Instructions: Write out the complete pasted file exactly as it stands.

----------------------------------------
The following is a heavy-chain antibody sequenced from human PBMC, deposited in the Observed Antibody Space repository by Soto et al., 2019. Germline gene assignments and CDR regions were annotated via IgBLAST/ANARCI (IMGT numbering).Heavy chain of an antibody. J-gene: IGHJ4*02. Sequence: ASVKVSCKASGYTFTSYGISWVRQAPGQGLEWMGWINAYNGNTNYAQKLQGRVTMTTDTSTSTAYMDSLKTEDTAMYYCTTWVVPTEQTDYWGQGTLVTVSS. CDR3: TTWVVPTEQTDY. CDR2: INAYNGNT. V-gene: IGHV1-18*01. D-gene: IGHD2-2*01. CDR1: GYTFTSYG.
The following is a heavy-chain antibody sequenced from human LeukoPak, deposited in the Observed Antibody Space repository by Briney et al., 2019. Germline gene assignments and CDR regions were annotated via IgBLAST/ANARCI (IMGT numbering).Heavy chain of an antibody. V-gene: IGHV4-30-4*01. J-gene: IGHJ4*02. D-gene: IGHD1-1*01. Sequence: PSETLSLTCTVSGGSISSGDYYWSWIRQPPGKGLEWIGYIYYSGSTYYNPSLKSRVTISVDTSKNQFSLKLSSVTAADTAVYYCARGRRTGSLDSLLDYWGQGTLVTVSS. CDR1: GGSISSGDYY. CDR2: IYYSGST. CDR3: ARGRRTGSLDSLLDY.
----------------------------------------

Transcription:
The following is a heavy-chain antibody sequenced from human PBMC, deposited in the Observed Antibody Space repository by Soto et al., 2019. Germline gene assignments and CDR regions were annotated via IgBLAST/ANARCI (IMGT numbering).Heavy chain of an antibody. J-gene: IGHJ4*02. Sequence: ASVKVSCKASGYTFTSYGISWVRQAPGQGLEWMGWINAYNGNTNYAQKLQGRVTMTTDTSTSTAYMDSLKTEDTAMYYCTTWVVPTEQTDYWGQGTLVTVSS. CDR3: TTWVVPTEQTDY. CDR2: INAYNGNT. V-gene: IGHV1-18*01. D-gene: IGHD2-2*01. CDR1: GYTFTSYG.
The following is a heavy-chain antibody sequenced from human LeukoPak, deposited in the Observed Antibody Space repository by Briney et al., 2019. Germline gene assignments and CDR regions were annotated via IgBLAST/ANARCI (IMGT numbering).Heavy chain of an antibody. V-gene: IGHV4-30-4*01. J-gene: IGHJ4*02. D-gene: IGHD1-1*01. Sequence: PSETLSLTCTVSGGSISSGDYYWSWIRQPPGKGLEWIGYIYYSGSTYYNPSLKSRVTISVDTSKNQFSLKLSSVTAADTAVYYCARGRRTGSLDSLLDYWGQGTLVTVSS. CDR1: GGSISSGDYY. CDR2: IYYSGST. CDR3: ARGRRTGSLDSLLDY.